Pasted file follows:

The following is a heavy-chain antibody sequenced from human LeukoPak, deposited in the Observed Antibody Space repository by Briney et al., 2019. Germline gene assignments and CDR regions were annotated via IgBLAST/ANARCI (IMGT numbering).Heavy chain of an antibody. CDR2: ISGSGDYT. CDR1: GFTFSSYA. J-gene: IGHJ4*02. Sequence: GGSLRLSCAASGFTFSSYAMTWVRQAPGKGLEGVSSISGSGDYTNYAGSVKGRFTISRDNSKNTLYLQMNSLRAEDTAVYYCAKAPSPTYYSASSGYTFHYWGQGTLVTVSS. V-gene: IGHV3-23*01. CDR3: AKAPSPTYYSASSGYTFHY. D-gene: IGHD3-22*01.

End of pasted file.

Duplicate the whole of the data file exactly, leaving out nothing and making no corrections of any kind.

The following is a heavy-chain antibody sequenced from human LeukoPak, deposited in the Observed Antibody Space repository by Briney et al., 2019. Germline gene assignments and CDR regions were annotated via IgBLAST/ANARCI (IMGT numbering).Heavy chain of an antibody. CDR2: ISGSGDYT. CDR1: GFTFSSYA. J-gene: IGHJ4*02. Sequence: GGSLRLSCAASGFTFSSYAMTWVRQAPGKGLEGVSSISGSGDYTNYAGSVKGRFTISRDNSKNTLYLQMNSLRAEDTAVYYCAKAPSPTYYSASSGYTFHYWGQGTLVTVSS. V-gene: IGHV3-23*01. CDR3: AKAPSPTYYSASSGYTFHY. D-gene: IGHD3-22*01.